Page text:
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Thursday, December 22, 2005

Well, It's a Prism Kind of Day 

Prism Business Media Acquires Leading Aviation Directory Publisher Boston Aviation Services

Nice way to kick off the new name.


Xerox Nixes e-Paper 

Another brilliant move from Xerox, a company that used to innovate in just about everything, but which then seemed to spend more time protecting its name from becoming commonly used to refer to photocopying while their core business was being eaten away: they're shutting down their Gyricon e-Paper operation, just before e-Paper, which was developed at Xerox PARC, becomes a real product.

Grab: "Our goal is to maximize the return to our shareholders," [spokesman Bill] McKee said. "While the future of electronic paper may be promising, we have decided to reprioritize our Gyricon-related spending to our core business projects."

For Xerox's track record of success in maximizing this return, see the chart below. The blue line is Xerox, the red line is the Dow average, the time scale is 1978 to the present, and shows a comparison of the growth of the value of each. Nice work, Xerox.

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More on Company Names 

From Folio:'s Dylan Stableford on the new name for Primedia Business Information:

In an e-mail to employees, John French wrote that the company considered a number of factors in choosing the name.

“It needs to be … Memorable … Unique … Meaningful … Sustainable … Positive … Protectable as a trademark,” French wrote. “We also want the name to reflect who we are as a company and the image we want to project to customers, employees and competitors.” French added that the company hoped to convey through the name a “broad portfolio” and a “fresh start” alongside the ubiquitous “quality” and “market leader” branding buzz terms.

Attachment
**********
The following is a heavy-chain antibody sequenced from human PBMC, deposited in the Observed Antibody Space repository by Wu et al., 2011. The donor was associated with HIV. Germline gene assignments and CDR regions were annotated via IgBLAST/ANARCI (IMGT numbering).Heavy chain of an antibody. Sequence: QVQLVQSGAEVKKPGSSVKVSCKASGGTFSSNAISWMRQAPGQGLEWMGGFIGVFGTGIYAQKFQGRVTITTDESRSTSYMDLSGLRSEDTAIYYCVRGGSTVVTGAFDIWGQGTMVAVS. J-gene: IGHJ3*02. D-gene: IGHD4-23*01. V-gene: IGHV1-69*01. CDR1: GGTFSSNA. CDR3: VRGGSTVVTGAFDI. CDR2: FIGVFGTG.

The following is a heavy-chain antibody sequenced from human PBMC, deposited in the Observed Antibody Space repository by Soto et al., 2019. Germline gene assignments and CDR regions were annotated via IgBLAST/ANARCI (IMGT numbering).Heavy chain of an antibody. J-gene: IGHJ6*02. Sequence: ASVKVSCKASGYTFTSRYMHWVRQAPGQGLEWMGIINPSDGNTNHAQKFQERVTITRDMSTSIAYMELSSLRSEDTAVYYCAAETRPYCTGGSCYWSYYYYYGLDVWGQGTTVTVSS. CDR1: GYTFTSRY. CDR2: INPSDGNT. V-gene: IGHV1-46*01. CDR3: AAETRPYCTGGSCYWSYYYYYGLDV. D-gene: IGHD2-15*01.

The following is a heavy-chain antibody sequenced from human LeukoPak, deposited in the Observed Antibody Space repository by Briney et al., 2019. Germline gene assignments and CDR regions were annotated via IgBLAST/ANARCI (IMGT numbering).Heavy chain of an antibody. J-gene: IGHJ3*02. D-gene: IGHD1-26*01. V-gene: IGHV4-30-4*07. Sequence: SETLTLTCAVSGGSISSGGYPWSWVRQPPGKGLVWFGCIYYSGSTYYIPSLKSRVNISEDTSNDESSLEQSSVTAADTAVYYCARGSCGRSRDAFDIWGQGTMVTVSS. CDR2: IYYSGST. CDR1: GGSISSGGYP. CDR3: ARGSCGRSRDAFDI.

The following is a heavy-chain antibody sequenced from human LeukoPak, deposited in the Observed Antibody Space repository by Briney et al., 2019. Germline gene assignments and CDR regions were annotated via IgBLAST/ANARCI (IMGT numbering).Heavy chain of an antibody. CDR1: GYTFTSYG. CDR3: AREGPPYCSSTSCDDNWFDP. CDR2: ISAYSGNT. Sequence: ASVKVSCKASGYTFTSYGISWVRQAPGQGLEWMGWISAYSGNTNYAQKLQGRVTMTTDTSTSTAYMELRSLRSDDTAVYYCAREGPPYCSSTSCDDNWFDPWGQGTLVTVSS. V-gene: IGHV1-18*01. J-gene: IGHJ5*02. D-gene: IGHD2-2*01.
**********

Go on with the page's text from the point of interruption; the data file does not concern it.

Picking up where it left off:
“Prism – like transmitting or reflecting light, like a ray of light passing through a prism. Prism is a reflection of what we represent within the organization and the industry. Shedding light, information, reflecting quality,” French wrote. "We ask everyone in the organization to enthusiastically embrace our new name. Carry it positively to the marketplace and avoid the inclination to say 'why didn't we name it this or that.' It was a very tough process and many excellent names were not useable due to trademark issues."

When Edgell Communications (the old one, formerly Harcourt Brace Jovanovich Publications) was renamed Advanstar, many of us worker bees were somewhat flummoxed. But we got used to the name in time, even if half of people I meet still don't pronounce it correctly. (It's "advance-star", not "add-van-star").

At least most people can say Prism, though the internal jokes, I'm sure, on the similar feeling to saying 'prism' and 'prison' have probably already begun.

Since I grew up in b2b when our company names featured, more often than not, the names of the founder(s), I tend to like b2b company names such as Cahners (now Reed, which isn't bad either), or Gralla (remember them?), or Ziff-Davis, or Hammock Publishing, or Lebhar-Friedman, or Penton, or Phillips Publishing.

As attorneys have long known, there's brand equity in that approach, built the real way, through longevity and results. But over time, I guess any name can build brand equity in the same way.

Of course, the obvious question is, if I like founder-named companies so much, what's a GRID Media?

Well, the business reason for the name was this: I've long constructed media 'grids' for the markets I serve, looking for opportunities to better surround and serve those markets with different types of products and services. I thought I could bring that approach to our client companies.